stockbroking accounts. They are known for providing the necessary
trading facility at the least possible cost but no personalised services.
Investors and traders:
The remaining two participants are investors and traders. Investors
buy company shares to hold them for the long-run and generate a
source of income from it. Traders are the opposite of investors and
get involved in buying and selling of equities.
Investors are motivated by company performance, long-term growth
opportunities, dividend payouts, and other such factors.
Traders, in contrast, are influenced by price movement and demand
and supply factors.
To further understand how the share market works, the next thing is
to learn about primary and secondary markets.
The primary market is where securities are created. It's in this market
that firms sell new stocks and bonds to the public for the first time.
An initial public offering, or IPO, is an example of a primary market.
These trades provide an opportunity for investors to buy securities
from the bank that did the initial underwriting for a particular stock.
An IPO occurs when a private company issues stock to the public for
the first time.
An IPO opens for a particular period, within this window investors
can bid for the shares and buy them at issue price listed by the
Once the subscription period is over, the shares are then allotted to
the bidders. The companies are then called public because they have
given out their shares to the public.
For this the companies need to pay a fee to the stock exchanges and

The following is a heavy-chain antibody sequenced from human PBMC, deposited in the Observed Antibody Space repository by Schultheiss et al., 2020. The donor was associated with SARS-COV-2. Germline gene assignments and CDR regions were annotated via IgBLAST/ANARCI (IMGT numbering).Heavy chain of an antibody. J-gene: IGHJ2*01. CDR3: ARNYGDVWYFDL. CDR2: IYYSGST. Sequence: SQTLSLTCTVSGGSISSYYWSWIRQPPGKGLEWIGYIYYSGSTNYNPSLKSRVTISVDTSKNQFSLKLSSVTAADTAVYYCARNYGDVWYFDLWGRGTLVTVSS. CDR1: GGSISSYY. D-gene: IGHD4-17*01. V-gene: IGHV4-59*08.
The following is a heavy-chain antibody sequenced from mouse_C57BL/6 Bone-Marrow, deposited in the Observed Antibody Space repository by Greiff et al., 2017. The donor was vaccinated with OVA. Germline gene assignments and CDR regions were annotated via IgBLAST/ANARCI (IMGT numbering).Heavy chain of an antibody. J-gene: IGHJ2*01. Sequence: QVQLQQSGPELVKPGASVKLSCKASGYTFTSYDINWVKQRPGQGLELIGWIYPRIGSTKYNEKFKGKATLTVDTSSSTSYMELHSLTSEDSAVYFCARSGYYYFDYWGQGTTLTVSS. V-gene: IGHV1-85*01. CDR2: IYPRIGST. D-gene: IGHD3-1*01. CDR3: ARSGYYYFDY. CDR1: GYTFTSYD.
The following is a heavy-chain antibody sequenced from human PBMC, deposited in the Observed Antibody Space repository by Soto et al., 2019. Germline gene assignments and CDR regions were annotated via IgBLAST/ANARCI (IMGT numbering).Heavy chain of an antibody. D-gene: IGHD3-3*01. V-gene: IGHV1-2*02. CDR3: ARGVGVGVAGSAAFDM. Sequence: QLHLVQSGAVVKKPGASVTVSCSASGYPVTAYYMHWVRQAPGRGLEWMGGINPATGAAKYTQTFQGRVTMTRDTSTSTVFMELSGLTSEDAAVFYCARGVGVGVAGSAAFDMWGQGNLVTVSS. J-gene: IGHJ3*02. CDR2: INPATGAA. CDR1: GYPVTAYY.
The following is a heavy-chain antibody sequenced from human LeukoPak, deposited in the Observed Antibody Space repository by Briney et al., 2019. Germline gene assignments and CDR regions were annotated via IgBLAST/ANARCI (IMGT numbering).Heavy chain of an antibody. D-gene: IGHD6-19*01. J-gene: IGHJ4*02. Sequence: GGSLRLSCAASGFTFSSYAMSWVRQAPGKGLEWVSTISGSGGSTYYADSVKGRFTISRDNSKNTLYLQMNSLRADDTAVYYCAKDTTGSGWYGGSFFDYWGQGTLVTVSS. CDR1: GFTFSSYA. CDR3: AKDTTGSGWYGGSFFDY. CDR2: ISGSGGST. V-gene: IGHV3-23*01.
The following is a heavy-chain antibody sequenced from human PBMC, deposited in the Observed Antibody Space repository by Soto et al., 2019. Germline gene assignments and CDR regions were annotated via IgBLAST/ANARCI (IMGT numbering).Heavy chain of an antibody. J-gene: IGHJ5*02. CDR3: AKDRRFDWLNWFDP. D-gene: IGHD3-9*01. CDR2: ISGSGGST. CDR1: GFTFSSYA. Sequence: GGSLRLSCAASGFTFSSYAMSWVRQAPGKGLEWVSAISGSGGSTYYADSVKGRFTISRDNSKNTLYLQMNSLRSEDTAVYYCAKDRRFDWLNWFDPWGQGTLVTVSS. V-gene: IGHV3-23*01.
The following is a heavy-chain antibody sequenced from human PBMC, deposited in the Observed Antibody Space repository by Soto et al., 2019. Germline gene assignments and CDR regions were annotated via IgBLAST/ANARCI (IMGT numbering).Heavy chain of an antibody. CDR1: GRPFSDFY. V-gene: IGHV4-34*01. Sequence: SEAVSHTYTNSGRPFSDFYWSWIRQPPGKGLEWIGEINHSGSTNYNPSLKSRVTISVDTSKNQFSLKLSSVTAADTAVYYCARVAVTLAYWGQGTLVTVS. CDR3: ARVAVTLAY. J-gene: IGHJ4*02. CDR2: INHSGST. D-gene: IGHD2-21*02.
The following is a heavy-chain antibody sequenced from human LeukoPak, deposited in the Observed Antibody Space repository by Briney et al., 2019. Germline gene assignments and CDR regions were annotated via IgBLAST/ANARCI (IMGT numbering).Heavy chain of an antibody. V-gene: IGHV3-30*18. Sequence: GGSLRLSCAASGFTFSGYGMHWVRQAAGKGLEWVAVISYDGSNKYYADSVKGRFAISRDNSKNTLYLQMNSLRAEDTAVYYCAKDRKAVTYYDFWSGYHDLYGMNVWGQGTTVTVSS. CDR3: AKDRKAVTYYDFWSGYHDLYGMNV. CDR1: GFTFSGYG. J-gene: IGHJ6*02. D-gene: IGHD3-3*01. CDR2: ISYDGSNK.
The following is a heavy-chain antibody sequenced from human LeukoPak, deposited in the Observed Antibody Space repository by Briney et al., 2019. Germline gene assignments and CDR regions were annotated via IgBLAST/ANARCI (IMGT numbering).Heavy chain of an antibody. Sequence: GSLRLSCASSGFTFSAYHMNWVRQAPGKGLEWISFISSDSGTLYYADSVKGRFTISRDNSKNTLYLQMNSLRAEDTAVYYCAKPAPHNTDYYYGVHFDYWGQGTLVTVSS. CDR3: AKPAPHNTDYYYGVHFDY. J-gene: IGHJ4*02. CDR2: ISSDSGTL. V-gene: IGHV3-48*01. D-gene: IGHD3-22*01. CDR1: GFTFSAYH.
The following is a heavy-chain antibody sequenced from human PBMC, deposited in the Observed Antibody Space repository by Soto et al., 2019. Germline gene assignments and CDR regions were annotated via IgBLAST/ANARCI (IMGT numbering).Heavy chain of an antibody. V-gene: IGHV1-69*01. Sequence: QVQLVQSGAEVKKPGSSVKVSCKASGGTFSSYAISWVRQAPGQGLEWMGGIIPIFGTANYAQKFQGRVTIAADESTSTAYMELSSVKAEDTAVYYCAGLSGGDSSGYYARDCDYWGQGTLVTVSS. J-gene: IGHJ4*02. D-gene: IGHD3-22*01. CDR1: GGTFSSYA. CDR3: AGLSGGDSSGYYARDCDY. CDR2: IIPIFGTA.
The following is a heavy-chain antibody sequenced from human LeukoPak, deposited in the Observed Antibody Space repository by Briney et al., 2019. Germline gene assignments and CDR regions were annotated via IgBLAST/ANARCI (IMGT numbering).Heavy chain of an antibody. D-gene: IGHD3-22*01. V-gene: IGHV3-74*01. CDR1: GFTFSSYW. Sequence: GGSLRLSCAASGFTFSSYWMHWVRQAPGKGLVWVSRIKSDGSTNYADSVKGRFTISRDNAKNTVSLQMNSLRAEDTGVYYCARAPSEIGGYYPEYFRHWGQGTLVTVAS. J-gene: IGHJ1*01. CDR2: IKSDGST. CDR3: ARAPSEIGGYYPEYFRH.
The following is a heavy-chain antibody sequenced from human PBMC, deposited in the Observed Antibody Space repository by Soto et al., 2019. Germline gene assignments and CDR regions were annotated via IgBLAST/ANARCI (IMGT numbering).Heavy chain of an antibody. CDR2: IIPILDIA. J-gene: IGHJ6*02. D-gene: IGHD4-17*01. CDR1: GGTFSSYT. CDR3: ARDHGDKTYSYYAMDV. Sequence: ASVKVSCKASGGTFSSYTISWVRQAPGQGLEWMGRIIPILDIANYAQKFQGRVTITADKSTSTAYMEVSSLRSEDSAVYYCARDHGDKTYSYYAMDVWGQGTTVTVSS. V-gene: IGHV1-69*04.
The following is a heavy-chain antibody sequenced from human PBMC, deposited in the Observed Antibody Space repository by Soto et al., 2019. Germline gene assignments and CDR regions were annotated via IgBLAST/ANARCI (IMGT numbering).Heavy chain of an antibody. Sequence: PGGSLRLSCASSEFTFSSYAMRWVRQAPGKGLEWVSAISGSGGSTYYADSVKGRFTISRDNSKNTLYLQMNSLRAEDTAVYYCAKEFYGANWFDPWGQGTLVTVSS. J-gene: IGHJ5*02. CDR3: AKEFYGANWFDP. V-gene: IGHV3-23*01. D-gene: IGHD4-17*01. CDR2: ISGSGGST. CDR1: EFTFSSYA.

are required to provide all importin details about the company’s
financial information such as annual reports, balance sheets, etc.
The last step involves listing the company in the stock market, which
means that the stock issued during the IPO can now freely be bought
and sold. The secondary market is where the shares of a company
are traded after being initially offered to the public in the primary
Once listed in the stock exchanges, the stocks issued by companies
can be traded in the secondary markets. This buying and selling of
stocks listed on the exchanges is done buy stockbrokers of brokerage
firms. Your broker passes on your buying request to the stock
exchange, which then compares it with a seller. Once the trade is
fixed and the price agreed, the exchange informs the broker about it,
and the transaction takes place. Meanwhile, the bourse confirms
information regarding the buyer and the seller so that parties don’t
default. The actual transfer of stocks then takes place to complete
The Bottom Line
Emerging markets like India are fast becoming engines for future
growth. Currently, only a very low percentage of the household
savings of Indians are invested in the domestic stock market, but
with gross domestic product (GDP) growing at 7% to 8% annually for
the last few years, though in the 6% range for 2018 and 2019, and a
stable financial market, we might see more money joining the race.
Maybe it's the right time for outside investors to seriously think
about joining the India bandwagon.